Park to introduce robotic flying squirrels
Illinois researcher Hae-Won Park has been awarded a Robotics Fast Track contract from the Defense Advanced Research Projects Agency (DARPA) to design a hybrid robot that can glide, land, and walk.
His ground-breaking design connects two widely researched robot forms – UAVs and quadruped robots – and is inspired by the flying squirrel, or Glaucomys volans. This animal can glide between trees and walk on branches to harvest food and escape from predators.
Park’s robot would be dropped from an aerial vehicle, glide like a flying squirrel, then land and continue walking on a variety of terrains, with proposed applications in reconnaissance missions, military scouting, and disaster response efforts, particularly in difficult-to-access or hazardous environments.
Other robots that can walk or fly and that are used in these situations, are often met with a number of challenges, such as limited battery life, constrained mobility in tight spaces, and an inability to travel long distances.
Park’s flying squirrel will address these flaws. The combined mobility of walking and flying will give the bots the large range of coverage of existing flying robots as well as the long-lasting operational hours of a ground vehicle. Additionally, the ability to gather information about environmental conditions is crucial to saving lives. Thus, they can be used independently or in swarms to share environmental awareness via a mobile sensor network.
While there have been other robots of a similar design, most research has focused on very small robots that could not complete the missions Park believes his robot can accomplish. These smaller bots also tend not to boast complex combinations between walking and gliding, and as a result, they cannot walk well and their wings lack active control.
Park, an assistant professor in the Department of Mechanical Science and Engineering at the University of Illinois at Urbana-Champaign, got the idea for the flying squirrel model while watching a National Geographic Channel documentary called “Super Squirrel” that depicts the animal jumping and gliding between trees to navigate the woods.
“Their aerodynamic maneuvers are so elegant, dynamic, and efficient,” Park said. “They use their limbs and tails, changing the shape of the wing to steer and control the gliding. That’s where I got my inspiration.”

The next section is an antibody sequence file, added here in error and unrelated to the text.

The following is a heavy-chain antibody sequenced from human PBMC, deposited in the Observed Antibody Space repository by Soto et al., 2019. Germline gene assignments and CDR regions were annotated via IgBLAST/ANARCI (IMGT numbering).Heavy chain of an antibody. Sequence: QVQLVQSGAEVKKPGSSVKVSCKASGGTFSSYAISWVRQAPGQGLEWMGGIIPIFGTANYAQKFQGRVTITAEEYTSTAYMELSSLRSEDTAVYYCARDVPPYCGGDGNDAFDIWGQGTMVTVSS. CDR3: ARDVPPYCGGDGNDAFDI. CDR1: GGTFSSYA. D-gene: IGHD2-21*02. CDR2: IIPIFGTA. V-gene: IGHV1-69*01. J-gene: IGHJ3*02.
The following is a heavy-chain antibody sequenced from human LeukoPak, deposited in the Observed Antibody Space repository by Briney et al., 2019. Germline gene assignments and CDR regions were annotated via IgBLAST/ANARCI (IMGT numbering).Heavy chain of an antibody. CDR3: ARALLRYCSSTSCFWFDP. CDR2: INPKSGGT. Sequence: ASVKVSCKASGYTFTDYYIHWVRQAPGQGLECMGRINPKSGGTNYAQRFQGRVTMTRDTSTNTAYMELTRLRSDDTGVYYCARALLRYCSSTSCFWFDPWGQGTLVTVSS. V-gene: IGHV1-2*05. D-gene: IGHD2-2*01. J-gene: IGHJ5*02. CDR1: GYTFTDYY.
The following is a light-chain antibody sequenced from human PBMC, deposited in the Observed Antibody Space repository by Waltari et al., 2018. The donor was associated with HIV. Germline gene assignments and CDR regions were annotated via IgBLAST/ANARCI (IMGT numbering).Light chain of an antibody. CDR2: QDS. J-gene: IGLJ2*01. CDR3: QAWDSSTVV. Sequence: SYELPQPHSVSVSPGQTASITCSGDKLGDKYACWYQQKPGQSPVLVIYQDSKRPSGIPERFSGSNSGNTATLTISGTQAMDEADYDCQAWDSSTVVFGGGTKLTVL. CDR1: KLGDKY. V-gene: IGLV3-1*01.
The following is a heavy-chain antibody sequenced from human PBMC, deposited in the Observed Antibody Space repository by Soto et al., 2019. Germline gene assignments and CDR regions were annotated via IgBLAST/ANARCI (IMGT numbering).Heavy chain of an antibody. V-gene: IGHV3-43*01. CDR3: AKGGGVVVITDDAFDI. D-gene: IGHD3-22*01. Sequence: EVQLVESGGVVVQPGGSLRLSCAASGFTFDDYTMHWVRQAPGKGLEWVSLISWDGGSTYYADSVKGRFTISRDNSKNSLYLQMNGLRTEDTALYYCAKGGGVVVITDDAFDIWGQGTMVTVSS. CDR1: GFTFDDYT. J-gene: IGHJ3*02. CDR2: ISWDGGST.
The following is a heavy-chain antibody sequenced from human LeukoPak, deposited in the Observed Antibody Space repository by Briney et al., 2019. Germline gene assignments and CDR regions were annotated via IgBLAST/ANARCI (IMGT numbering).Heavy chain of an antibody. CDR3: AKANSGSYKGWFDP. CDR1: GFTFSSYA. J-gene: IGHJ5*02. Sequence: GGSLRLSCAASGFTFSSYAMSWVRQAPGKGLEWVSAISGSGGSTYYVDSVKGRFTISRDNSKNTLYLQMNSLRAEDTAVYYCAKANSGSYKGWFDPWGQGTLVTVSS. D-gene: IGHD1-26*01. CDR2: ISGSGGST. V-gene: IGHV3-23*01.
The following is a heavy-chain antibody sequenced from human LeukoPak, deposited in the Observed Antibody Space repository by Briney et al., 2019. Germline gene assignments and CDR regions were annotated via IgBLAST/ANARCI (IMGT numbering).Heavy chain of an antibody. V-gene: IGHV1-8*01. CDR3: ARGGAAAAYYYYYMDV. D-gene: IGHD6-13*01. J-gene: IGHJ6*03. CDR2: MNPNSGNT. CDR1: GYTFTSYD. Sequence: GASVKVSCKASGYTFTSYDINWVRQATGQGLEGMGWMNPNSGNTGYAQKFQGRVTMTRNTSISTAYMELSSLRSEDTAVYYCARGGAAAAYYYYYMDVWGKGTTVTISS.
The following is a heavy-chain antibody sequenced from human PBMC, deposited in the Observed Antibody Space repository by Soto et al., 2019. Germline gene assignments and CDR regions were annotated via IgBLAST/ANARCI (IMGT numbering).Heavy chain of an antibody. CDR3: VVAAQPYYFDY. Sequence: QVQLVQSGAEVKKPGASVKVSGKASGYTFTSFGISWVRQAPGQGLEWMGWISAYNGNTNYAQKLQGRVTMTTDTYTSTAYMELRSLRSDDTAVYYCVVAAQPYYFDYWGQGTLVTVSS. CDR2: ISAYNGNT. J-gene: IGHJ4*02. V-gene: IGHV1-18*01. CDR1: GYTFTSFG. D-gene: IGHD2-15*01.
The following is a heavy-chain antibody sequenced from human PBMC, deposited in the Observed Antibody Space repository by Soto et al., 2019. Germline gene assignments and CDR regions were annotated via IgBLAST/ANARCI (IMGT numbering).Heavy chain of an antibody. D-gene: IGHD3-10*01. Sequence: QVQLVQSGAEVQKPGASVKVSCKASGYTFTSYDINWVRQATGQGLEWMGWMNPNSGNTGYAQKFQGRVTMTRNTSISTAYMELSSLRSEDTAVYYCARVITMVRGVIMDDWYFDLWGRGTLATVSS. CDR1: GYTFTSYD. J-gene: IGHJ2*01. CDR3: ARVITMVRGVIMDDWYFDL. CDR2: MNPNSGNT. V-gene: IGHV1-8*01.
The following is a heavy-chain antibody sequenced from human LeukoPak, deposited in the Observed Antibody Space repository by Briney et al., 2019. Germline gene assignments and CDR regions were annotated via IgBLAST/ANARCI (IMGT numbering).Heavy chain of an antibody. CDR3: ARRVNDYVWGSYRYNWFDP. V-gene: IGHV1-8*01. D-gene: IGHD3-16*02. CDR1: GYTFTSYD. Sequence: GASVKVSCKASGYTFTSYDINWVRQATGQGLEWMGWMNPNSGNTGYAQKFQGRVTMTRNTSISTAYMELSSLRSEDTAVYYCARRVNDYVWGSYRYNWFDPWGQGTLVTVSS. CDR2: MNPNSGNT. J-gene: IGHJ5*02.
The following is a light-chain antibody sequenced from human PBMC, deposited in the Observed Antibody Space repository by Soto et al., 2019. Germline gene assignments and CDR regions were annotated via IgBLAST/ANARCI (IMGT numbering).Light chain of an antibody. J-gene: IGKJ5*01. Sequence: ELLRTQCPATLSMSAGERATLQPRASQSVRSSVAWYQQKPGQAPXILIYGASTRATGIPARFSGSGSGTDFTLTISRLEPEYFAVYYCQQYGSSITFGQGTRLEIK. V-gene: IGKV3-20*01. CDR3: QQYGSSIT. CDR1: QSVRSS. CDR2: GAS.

His design includes development of soft silicone wing structures that will attached to the robot’s limbs and allow it to glide. They will feature adjustable stiffness and morphing abilities, and will serve as a shape-morphing aerodynamic control surface when stretched.
“An ideal material would be both compliant and strong, such that the wing can be stretched to increase the aerodynamically active surface area when gliding and be furled to not obstruct while walking,” Park said.
This is part of what he calls a multifunctional body frame, i.e. one that has the physical structure to allow the bot to walk and glide.
The body frame will be 3D-printed with lightweight materials – allowing for fast prototyping – like carbon fiber composite material, engineered plastics, and compliant resins. Other parts will be off-the-shelf components, lowering the cost enough to make the robots expendable after use. The entire bot is estimated to weigh only about 1.5 pounds.
Park directs the Dynamic Robotics Lab at Illinois. He earned a PhD in mechanical engineering from the University of Michigan in 2012, a master’s degree in mechanical engineering in 2007 from Yonsei University, and a bachelor’s degree, also in mechanical engineering, from Yonsei University in 2005. After holding positions as a Postdoctoral Associate and a Research Scientist at MIT, he joined the MechSE Department at Illinois in September 2015.
DARPA is an agency of the U.S. Department of Defense responsible for the development of emerging technologies for use by the military.